Given the amount of e-commerce, I’m not surprised as a Web attorney that law students want more Internet law classes. The issue is: where will the schools find qualified instructors to teach the classes? I don’t mean to be harsh but most schools default to large businesss filled with attorneys who bring blue chip credentials to the table but no real world experience when it comes to understanding how Internet law really works. These lawyers are simply behind the times, practicing 1990s law in the 21st Century.
Unfortunately, law school hiring committees don’t have a clue as to what’s really needed when selecting a Web attorney to teach cyberlaw. They falsely assume that big business Dewey Cheatem and Howe must be experts because Fortune 500 companies are clients of the business. Thus, business partner Winthrop P. Buffington XVI becomes the new cyberlaw ‘expert’ teaching as an adjunct faculty member.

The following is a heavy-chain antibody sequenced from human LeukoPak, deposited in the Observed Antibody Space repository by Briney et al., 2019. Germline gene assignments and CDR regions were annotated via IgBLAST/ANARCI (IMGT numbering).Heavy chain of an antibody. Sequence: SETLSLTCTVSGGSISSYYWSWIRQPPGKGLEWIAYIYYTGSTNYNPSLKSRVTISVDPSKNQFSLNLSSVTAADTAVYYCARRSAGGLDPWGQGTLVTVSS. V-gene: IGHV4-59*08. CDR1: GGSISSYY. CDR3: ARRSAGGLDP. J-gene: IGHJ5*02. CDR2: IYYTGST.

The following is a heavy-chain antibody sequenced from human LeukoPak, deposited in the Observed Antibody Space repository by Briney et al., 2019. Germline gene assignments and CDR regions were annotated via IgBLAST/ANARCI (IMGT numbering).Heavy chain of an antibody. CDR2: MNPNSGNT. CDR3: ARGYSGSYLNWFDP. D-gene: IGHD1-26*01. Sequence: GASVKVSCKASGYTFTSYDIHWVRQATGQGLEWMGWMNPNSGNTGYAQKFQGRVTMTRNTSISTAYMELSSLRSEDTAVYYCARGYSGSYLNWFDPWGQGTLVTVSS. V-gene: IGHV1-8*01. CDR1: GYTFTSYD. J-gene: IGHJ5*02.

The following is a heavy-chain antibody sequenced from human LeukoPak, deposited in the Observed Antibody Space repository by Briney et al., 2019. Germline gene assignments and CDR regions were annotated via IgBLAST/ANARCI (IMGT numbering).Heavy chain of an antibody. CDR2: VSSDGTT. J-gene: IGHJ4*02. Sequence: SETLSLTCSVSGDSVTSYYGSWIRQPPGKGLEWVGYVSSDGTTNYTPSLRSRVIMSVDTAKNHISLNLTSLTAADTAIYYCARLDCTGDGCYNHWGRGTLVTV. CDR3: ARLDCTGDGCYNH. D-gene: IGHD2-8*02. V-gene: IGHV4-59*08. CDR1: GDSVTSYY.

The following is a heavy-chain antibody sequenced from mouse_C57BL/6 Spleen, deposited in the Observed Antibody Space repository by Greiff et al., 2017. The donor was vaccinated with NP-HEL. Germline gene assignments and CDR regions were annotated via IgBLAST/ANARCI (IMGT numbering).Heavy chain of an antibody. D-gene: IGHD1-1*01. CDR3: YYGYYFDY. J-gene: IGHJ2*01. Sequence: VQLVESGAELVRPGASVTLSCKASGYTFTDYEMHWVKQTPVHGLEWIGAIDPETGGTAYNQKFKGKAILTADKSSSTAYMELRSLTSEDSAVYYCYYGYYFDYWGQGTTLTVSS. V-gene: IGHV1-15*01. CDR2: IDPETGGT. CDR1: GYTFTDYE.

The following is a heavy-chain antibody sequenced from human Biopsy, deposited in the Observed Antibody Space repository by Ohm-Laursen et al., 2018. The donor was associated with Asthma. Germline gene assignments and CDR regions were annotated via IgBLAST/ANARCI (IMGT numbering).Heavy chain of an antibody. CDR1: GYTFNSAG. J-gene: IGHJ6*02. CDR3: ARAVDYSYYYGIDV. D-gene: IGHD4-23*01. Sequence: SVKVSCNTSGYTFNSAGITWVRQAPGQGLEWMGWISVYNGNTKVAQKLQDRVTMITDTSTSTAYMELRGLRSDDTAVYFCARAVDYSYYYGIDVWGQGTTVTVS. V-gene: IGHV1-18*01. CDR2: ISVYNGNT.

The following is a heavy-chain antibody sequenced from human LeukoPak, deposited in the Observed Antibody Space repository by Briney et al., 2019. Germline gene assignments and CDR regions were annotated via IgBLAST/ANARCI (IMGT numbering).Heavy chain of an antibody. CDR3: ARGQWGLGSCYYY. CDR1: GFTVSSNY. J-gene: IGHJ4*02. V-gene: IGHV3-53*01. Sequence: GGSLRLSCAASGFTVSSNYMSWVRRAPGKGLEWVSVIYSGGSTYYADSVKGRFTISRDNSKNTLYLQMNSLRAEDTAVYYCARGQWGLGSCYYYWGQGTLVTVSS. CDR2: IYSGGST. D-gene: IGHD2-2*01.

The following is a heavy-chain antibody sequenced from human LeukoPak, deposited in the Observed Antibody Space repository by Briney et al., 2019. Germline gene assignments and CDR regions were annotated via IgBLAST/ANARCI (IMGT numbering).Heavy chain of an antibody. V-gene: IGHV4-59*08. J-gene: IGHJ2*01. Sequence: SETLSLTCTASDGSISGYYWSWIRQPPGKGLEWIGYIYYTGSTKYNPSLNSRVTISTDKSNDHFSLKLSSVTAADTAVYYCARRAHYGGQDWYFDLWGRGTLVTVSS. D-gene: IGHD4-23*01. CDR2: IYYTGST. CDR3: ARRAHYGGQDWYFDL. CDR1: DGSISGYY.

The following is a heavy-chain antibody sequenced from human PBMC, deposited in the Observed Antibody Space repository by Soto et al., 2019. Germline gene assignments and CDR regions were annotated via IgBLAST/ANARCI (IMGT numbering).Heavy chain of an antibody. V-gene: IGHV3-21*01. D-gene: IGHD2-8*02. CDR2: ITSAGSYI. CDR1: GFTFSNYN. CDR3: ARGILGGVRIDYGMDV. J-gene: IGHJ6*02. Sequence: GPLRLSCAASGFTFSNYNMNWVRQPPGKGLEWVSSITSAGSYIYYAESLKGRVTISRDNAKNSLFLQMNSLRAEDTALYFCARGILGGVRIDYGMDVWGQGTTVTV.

Perhaps the only thing more outdated than the typical Web attorney school instructor’s credentials to teach are the books used for such instruction. By the time most of these books are published they’re obsolete.
Personally, it is a good thing because it means I’ve got less competition in the marketplace. However, there will be entrepreneurs who unfortunately fall victim to bad advice from a new attorney who received an outdated education on Internet law and lacks the experience to know it.
To your success!
-Mike the Web attorney